The reality is there is nothing you can do to find peace. You have to go to the water—the living water. Jesus told the woman at the well “If you only knew the gift that God has for you…you would ask me and I would give you living water” (John 4:10).

    Did you hear that? “I would give.” Jesus gives the water. He IS the living water.  In the 23rd Psalm, David says, “He leads me beside still waters. He restores my soul.” That sounds like peace to me. He leads. He restores. Christ says in John 14:27, “My peace I give to you.”

     There is nothing I can do to find peace. God gives it.

    It makes no sense that I am able to put aside my sadness, worry, and fear to sleep through the night on a metal bed in this terrible place but I can. Paul, who also understood prison life, wrote Philippians 4:6-7:

    “Be anxious for nothing, but in everything by prayer and supplication, with thanksgiving, let your requests be made known to God; and the peace of God, which surpasses all understanding, will guard your hearts and minds through Christ Jesus.”

     The keywords from Paul’s script are “prayer” and “peace of God.” Every night when I lie down, I pray and recite scriptures until I fall asleep. When I am too overwhelmed by emotions and I can’t seem to pray, I know that my brothers and sisters in Christ are praying for me and that Jesus himself is interceding for me, and rest eventually comes. “In peace I will lie down and sleep, for you alone, O Lord, will keep me safe” (Psalm 4:8).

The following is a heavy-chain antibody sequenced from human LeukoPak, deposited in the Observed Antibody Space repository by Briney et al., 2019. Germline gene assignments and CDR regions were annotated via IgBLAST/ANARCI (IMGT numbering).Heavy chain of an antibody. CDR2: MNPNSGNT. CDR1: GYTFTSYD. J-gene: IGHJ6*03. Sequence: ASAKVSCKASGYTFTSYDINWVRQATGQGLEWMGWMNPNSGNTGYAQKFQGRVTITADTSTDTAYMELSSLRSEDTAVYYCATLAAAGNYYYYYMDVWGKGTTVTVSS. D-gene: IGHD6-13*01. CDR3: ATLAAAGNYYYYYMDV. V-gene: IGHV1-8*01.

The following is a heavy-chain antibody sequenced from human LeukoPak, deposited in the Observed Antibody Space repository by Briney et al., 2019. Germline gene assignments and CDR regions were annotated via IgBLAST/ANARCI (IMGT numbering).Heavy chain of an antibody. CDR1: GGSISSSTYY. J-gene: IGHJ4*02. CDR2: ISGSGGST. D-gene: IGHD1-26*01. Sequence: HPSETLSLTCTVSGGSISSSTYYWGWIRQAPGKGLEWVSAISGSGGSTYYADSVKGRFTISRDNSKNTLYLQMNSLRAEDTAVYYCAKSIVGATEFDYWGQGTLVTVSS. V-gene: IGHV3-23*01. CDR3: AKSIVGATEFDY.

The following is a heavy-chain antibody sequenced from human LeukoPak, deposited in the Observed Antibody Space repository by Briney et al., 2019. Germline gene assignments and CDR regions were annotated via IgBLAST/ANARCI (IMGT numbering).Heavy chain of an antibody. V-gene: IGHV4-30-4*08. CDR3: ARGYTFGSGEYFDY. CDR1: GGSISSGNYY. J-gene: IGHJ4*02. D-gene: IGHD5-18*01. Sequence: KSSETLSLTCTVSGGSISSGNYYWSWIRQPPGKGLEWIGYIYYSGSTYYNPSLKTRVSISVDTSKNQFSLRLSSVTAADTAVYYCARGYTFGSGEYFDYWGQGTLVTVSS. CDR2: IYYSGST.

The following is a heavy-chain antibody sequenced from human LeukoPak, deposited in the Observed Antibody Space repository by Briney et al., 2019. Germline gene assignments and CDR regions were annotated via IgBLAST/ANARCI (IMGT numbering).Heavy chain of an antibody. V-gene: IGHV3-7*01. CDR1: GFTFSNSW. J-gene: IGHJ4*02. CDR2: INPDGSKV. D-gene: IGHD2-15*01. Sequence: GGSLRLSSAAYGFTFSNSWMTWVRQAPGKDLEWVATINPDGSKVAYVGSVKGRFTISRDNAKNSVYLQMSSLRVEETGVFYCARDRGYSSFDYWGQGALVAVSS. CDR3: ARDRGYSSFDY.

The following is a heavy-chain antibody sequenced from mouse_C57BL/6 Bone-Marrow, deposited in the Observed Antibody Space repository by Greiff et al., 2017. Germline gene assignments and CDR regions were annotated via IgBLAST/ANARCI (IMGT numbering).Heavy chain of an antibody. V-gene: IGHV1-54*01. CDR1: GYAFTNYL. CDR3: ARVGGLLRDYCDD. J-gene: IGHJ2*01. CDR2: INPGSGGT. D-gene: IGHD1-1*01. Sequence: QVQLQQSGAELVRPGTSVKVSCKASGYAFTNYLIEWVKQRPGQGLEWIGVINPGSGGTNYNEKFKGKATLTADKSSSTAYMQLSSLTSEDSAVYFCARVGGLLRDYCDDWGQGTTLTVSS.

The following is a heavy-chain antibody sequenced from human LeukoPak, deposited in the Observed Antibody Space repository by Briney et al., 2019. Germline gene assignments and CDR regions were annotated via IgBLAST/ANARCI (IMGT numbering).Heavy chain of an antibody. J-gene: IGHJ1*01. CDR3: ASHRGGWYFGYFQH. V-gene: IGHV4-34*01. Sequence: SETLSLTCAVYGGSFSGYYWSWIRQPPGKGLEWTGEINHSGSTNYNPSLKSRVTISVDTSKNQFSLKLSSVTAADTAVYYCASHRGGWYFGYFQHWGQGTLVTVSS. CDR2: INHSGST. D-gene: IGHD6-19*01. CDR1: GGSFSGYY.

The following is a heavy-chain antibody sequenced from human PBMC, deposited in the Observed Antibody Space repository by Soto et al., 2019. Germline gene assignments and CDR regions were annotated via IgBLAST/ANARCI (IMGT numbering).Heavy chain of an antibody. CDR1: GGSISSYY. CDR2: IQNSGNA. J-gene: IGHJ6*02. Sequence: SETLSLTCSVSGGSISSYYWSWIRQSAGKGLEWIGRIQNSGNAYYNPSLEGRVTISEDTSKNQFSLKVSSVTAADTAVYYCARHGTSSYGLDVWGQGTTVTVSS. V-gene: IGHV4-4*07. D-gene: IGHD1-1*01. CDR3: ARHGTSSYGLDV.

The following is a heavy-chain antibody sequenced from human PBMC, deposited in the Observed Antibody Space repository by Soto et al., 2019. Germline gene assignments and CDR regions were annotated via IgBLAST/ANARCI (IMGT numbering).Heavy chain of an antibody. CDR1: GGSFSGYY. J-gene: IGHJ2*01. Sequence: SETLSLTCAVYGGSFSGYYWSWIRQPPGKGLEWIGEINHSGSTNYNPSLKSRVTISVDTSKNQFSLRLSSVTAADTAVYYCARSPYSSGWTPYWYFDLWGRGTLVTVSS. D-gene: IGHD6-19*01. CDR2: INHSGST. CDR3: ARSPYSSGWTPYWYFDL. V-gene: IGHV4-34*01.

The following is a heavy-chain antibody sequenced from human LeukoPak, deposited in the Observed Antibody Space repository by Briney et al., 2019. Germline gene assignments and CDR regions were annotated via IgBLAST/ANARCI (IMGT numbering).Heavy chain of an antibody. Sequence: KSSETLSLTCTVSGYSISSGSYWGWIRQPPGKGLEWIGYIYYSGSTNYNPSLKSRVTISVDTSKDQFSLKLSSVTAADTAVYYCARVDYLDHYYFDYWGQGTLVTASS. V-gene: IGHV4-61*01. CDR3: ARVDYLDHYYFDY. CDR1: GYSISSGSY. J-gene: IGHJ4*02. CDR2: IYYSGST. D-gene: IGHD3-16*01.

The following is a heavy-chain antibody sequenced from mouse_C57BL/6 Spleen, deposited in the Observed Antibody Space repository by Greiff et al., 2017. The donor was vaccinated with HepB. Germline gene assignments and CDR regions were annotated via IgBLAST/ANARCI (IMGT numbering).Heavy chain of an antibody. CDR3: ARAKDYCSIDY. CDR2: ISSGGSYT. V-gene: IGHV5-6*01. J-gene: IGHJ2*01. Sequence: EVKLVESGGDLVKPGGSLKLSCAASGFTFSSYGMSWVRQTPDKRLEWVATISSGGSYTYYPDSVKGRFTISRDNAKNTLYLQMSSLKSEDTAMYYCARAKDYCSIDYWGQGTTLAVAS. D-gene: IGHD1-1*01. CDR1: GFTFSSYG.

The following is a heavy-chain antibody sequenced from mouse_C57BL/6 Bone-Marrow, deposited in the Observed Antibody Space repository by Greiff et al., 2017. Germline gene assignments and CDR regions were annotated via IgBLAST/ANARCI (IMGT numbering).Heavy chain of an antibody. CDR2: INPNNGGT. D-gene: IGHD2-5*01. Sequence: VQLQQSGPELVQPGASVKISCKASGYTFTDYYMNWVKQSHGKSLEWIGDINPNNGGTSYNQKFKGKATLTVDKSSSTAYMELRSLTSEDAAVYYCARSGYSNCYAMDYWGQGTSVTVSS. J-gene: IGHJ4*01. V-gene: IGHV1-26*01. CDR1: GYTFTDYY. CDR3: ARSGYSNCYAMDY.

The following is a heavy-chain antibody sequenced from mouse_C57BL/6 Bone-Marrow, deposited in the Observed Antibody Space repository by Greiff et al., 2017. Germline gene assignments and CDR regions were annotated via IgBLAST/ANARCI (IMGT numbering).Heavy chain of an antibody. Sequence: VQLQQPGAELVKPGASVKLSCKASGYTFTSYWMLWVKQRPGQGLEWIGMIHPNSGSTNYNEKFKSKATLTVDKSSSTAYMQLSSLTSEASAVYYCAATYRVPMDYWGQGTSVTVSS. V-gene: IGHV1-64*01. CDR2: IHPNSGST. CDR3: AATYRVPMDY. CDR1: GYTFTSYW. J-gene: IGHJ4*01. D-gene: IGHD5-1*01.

The world defines peace as a state of tranquility, quiet, and harmony, freedom from disquieting or oppressive thoughts or emotions. The prison in which I am forced to live for now is not a place of peace. It is a place of self-centeredness, anger, resentment, noise, conflict, disrespect, foul language, and nasty attitudes. It is very hard to feel peaceful here; it is hard to settle your mind and find rest.

    But true peace has nothing to do with your circumstances, your environment, or your feelings. Peace is a gift of the Holy Spirit.

    It’s the quiet assurance in your soul that God is in control; He’s got you in the palm of His hand, from your first breath to your last—your past, your present, your future, and your eternal home.

    So, if you are looking for peace—stop and ask. Finding Peace When All is Lost

    The Holy Spirit freely gives us His peace, and we must shoe our feet with that peace so that we can stand firm against the attacks of the enemy and walk forward in faith.

    ~Angie Nolen

    The Hospitality Hibiscus

    The hardy hibiscus plant is a true showstopper with its dinner plate size blossoms. Unlike its tropical cousin, Hibiscus rosa-sinensis, the hardy hibiscus is a perennial plant, which brings a tropical flare to a non-tropical flower garden.

    As a child, my family spent many summer vacations at Myrtle Beach. It was there in coastal South Carolina, that my Mother fell in love with the hibiscus plant.